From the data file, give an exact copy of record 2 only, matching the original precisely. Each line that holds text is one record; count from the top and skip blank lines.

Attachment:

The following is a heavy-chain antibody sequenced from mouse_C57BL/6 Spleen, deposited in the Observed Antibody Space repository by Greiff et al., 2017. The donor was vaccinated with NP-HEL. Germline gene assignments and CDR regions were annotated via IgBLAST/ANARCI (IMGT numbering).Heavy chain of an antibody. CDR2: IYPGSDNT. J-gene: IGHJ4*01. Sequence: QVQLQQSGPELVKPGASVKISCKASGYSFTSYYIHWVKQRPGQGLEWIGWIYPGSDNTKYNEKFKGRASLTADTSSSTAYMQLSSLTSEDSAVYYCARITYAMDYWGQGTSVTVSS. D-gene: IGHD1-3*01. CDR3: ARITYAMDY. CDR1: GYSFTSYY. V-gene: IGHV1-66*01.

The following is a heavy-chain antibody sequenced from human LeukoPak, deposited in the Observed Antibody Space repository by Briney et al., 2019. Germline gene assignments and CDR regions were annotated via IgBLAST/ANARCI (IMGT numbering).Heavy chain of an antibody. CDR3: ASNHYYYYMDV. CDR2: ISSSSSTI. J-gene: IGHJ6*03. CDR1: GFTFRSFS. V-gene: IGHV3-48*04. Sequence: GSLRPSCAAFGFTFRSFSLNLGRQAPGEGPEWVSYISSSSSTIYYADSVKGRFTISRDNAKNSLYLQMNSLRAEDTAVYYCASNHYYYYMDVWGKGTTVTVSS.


The following is a heavy-chain antibody sequenced from human LeukoPak, deposited in the Observed Antibody Space repository by Briney et al., 2019. Germline gene assignments and CDR regions were annotated via IgBLAST/ANARCI (IMGT numbering).Heavy chain of an antibody. CDR3: ASNHYYYYMDV. CDR2: ISSSSSTI. J-gene: IGHJ6*03. CDR1: GFTFRSFS. V-gene: IGHV3-48*04. Sequence: GSLRPSCAAFGFTFRSFSLNLGRQAPGEGPEWVSYISSSSSTIYYADSVKGRFTISRDNAKNSLYLQMNSLRAEDTAVYYCASNHYYYYMDVWGKGTTVTVSS.